KNOW the difference — it's important.
There was a period of time — say, up until I turned 25 — that when I thought about love, I felt anxious. At that time, I had already had a few significant relationships, but nothing that felt how I was always promised I would feel.
Falling in love felt like this absolute, intangible experience that was meant for a select few, but not something I had been blessed enough to find or experience. I felt desperate to find someone — anyone! — that would prove to me all men were different. That they weren't cowards. That they weren't unavailable. That they weren't just there for the good times but could be partners during the bad.
But after so many dates, so many disappointments and more soul-searching than I'd ever do during my quarter-life crisis, I decided to take the attention away from this so-called visionary creature I was impatiently waiting to meet and put the focus on myself.
And the last few years, I've been figuring out how much more powerful it is to want a person, instead of needing a person. There's a strength that comes in relying on yourself, no matter what does or doesn't happen, that can really turn your perspective on dating around.
I'm in a happy (dare I say, easy!) relationship now, and I don't need him. But I definitely want him. Here's what it means to prioritize desire over necessity:
1. Needing a man means feeling desperate. / Wanting a man means feeling empowered.
If the thought of being a relationship seems so far-fetched that you claw at any opportunity to be in front of single men or spend hours upon hours aimlessly swiping, co. Instead, focus your day-to-day life on what makes you happy.
Exercise? Cooking? Traveling? Whatever it is, join organizations and clubs that support that, thus empowering yourself to be satisfied, regardless of your Facebook status.
2. Needing a man means you need a confidence boost. / Wanting a man is knowing you're worthy.
To be fair, we all need to be told we're awesome every once in awhile. It's human nature to want to feel lusted after, especially with someone you're romantically into. But if you need a man to constantly reassure you that you're beautiful, that he loves you, that you're amazing, then you're missing a big void in your life.
Before you ever get into a relationship, it's important to know your self-worth, your value and the unique things you bring to the table in a couplehood. By already defining who you are (and what you're made of), you won't need to be reminded daily of it. Instead, when you get a compliment (or three), it'll just be an extra nod to what you already know to be true.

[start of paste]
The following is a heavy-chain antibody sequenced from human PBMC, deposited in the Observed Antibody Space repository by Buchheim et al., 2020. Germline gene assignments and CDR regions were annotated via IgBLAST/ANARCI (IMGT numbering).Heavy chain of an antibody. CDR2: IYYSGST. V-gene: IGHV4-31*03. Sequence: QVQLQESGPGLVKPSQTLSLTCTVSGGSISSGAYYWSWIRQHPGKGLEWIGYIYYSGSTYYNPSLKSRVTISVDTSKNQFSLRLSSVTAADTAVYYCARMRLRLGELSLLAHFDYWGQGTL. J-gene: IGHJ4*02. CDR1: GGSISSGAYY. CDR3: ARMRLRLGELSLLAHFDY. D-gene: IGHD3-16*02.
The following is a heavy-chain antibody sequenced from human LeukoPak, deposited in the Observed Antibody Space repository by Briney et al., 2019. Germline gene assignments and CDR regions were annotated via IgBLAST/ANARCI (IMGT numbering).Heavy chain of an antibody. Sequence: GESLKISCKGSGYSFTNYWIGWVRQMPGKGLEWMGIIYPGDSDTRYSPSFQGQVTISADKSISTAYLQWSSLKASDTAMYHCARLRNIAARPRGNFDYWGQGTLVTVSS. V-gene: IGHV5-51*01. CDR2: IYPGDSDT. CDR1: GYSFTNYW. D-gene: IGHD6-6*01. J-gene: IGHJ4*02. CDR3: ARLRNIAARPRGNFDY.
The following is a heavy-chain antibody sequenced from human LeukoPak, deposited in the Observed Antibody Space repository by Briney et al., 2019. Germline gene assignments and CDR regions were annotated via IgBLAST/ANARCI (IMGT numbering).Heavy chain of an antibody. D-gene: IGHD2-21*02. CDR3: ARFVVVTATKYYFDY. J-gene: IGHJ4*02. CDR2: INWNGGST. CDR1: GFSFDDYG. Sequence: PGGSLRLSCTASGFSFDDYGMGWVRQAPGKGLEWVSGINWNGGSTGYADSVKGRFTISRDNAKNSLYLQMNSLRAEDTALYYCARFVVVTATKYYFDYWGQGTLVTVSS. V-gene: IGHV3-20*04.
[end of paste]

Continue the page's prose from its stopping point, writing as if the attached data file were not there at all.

3. Needing a man means saying "I can't live without you." / Wanting a man means saying "I can live without you, but I choose not to."
I don't know which romantic comedy actually said it (maybe all of them), but when you're saying "I love you" to someone, you're really saying "I choose you." You're saying that out of all of the possible suitors, the men you've dated, the ones you've slept with — you're picking this person to share your life with (or at least a portion of it).
Choice is way more powerful than feeling like you can't make it through a day without a guy in your life. Wouldn't you want to feel handpicked instead of handcuffed?
4. Needing a man means you want to feel completed. / Wanting a man means letting someone love all the good and bad.
You've heard it all before: "You complete me," "You're my better half" and "A soulmate is your soul finding its way home." Excuse us while we say, C'mon, really? Instead of looking for another person to fill the parts of you that feel incomplete, why not invite someone to love all of those parts of you?
No matter who you're with or what stage of life you're in, you're always going to have things that are missing. As you have children, your social life might take a hit. As you move up in your career, you might not be able to grab drinks as often as you once did. When you start traveling more often, you might make efforts to save more money.
Life ebbs and flows, so why not have someone who rides the waves with you, instead of depending on someone to fish you out of the water?
5. Needing a man means trying to say the right things. / Wanting a man means saying what you really think.
One of the things my dad loves the most about my mom is that he never knows what she's thinking. It's kept him interested for 30 years, and it's something I hope for in my marriage.
If you can't say what you really think and are always concerned about saying the exact right thing to keep someone interested in you, then you lose out on someone loving you for who you are. And who you are is pretty fantastic, so why downplay it?
6. Needing a man means you're not ready for a relationship. / Wanting a man means you are.
Hate to break it to you, but as long as you feel like you need a man in your life to be happy, you're not ready for a relationship. The moment you know you would be just fine — and thriving! — without one, is when you know your healthiest love is on his way.